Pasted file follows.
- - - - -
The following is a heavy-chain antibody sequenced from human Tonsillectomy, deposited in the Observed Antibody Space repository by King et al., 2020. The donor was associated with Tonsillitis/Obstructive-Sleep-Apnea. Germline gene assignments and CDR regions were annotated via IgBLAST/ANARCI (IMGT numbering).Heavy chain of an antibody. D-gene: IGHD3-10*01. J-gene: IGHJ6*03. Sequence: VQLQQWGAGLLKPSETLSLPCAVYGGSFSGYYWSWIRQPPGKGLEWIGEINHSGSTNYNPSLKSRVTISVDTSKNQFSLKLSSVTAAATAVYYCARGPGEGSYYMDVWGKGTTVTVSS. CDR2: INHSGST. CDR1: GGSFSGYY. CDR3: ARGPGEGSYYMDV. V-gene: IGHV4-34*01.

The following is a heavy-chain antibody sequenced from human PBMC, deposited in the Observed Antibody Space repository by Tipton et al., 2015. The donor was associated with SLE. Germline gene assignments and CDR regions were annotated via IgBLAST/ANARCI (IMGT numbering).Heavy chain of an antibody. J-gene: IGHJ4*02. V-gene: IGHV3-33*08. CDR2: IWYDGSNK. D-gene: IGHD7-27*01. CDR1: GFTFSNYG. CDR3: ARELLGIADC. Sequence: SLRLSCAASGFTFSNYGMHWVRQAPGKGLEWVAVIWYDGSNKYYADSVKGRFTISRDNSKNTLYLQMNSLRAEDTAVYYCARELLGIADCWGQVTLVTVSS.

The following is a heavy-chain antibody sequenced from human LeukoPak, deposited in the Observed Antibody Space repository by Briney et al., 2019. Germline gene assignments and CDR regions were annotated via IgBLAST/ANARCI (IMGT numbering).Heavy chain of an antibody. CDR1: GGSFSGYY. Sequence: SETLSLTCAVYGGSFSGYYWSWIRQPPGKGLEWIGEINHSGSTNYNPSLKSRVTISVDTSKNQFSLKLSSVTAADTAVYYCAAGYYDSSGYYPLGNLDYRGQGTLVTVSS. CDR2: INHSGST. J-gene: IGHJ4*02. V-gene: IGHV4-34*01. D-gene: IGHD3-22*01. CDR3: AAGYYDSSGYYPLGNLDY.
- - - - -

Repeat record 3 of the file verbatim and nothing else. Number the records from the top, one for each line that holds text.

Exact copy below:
The following is a heavy-chain antibody sequenced from human LeukoPak, deposited in the Observed Antibody Space repository by Briney et al., 2019. Germline gene assignments and CDR regions were annotated via IgBLAST/ANARCI (IMGT numbering).Heavy chain of an antibody. CDR1: GGSFSGYY. Sequence: SETLSLTCAVYGGSFSGYYWSWIRQPPGKGLEWIGEINHSGSTNYNPSLKSRVTISVDTSKNQFSLKLSSVTAADTAVYYCAAGYYDSSGYYPLGNLDYRGQGTLVTVSS. CDR2: INHSGST. J-gene: IGHJ4*02. V-gene: IGHV4-34*01. D-gene: IGHD3-22*01. CDR3: AAGYYDSSGYYPLGNLDY.